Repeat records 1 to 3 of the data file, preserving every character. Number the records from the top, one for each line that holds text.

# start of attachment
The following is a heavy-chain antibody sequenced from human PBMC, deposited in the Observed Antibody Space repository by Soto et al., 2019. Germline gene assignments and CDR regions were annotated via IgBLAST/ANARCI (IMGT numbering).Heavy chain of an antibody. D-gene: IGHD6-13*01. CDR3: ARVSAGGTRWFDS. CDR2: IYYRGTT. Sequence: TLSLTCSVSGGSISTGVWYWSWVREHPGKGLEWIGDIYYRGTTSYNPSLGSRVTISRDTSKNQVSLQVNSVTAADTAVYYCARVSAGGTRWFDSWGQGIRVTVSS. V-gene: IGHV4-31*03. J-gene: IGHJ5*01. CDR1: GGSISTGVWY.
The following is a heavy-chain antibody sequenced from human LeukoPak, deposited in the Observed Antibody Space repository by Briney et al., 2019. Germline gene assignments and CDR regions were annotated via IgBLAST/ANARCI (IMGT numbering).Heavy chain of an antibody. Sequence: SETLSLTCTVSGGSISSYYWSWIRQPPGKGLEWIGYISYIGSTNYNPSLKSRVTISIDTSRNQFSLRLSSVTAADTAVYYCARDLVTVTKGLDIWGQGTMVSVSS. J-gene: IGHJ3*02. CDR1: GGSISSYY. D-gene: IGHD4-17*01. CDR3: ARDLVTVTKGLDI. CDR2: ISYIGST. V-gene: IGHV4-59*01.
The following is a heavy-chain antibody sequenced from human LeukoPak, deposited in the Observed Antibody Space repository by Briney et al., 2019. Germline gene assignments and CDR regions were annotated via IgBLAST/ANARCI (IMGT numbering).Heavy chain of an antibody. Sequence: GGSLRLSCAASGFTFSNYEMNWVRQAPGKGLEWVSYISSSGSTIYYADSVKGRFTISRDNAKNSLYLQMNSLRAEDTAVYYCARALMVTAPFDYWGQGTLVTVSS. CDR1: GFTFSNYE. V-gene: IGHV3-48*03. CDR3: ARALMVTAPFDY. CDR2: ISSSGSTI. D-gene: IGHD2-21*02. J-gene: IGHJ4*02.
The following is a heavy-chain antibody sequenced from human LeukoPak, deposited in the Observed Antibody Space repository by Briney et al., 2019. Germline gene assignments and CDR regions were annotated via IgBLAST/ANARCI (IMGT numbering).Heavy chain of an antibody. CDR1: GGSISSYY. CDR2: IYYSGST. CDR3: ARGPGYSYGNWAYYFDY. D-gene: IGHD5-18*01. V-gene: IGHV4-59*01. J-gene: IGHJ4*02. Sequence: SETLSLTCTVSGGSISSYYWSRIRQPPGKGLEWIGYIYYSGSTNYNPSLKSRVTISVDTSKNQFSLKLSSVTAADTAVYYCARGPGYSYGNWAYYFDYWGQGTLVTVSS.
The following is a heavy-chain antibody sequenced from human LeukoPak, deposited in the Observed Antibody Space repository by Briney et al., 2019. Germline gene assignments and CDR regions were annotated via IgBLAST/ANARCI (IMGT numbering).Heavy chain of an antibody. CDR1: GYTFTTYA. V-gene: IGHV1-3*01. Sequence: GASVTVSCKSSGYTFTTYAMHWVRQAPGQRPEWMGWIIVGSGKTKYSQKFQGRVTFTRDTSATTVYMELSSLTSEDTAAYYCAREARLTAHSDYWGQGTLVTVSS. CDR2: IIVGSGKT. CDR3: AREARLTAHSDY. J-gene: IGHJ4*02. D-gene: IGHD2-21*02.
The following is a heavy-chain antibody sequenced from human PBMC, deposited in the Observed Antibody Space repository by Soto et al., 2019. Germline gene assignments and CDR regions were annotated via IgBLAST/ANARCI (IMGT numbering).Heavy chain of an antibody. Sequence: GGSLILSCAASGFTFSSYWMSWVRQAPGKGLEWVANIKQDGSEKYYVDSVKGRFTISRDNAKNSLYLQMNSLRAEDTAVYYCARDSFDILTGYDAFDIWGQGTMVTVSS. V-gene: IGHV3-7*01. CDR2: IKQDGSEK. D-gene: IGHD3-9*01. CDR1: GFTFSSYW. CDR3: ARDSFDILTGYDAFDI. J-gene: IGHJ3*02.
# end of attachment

The following is a heavy-chain antibody sequenced from human PBMC, deposited in the Observed Antibody Space repository by Soto et al., 2019. Germline gene assignments and CDR regions were annotated via IgBLAST/ANARCI (IMGT numbering).Heavy chain of an antibody. D-gene: IGHD6-13*01. CDR3: ARVSAGGTRWFDS. CDR2: IYYRGTT. Sequence: TLSLTCSVSGGSISTGVWYWSWVREHPGKGLEWIGDIYYRGTTSYNPSLGSRVTISRDTSKNQVSLQVNSVTAADTAVYYCARVSAGGTRWFDSWGQGIRVTVSS. V-gene: IGHV4-31*03. J-gene: IGHJ5*01. CDR1: GGSISTGVWY.
The following is a heavy-chain antibody sequenced from human LeukoPak, deposited in the Observed Antibody Space repository by Briney et al., 2019. Germline gene assignments and CDR regions were annotated via IgBLAST/ANARCI (IMGT numbering).Heavy chain of an antibody. Sequence: SETLSLTCTVSGGSISSYYWSWIRQPPGKGLEWIGYISYIGSTNYNPSLKSRVTISIDTSRNQFSLRLSSVTAADTAVYYCARDLVTVTKGLDIWGQGTMVSVSS. J-gene: IGHJ3*02. CDR1: GGSISSYY. D-gene: IGHD4-17*01. CDR3: ARDLVTVTKGLDI. CDR2: ISYIGST. V-gene: IGHV4-59*01.
The following is a heavy-chain antibody sequenced from human LeukoPak, deposited in the Observed Antibody Space repository by Briney et al., 2019. Germline gene assignments and CDR regions were annotated via IgBLAST/ANARCI (IMGT numbering).Heavy chain of an antibody. Sequence: GGSLRLSCAASGFTFSNYEMNWVRQAPGKGLEWVSYISSSGSTIYYADSVKGRFTISRDNAKNSLYLQMNSLRAEDTAVYYCARALMVTAPFDYWGQGTLVTVSS. CDR1: GFTFSNYE. V-gene: IGHV3-48*03. CDR3: ARALMVTAPFDY. CDR2: ISSSGSTI. D-gene: IGHD2-21*02. J-gene: IGHJ4*02.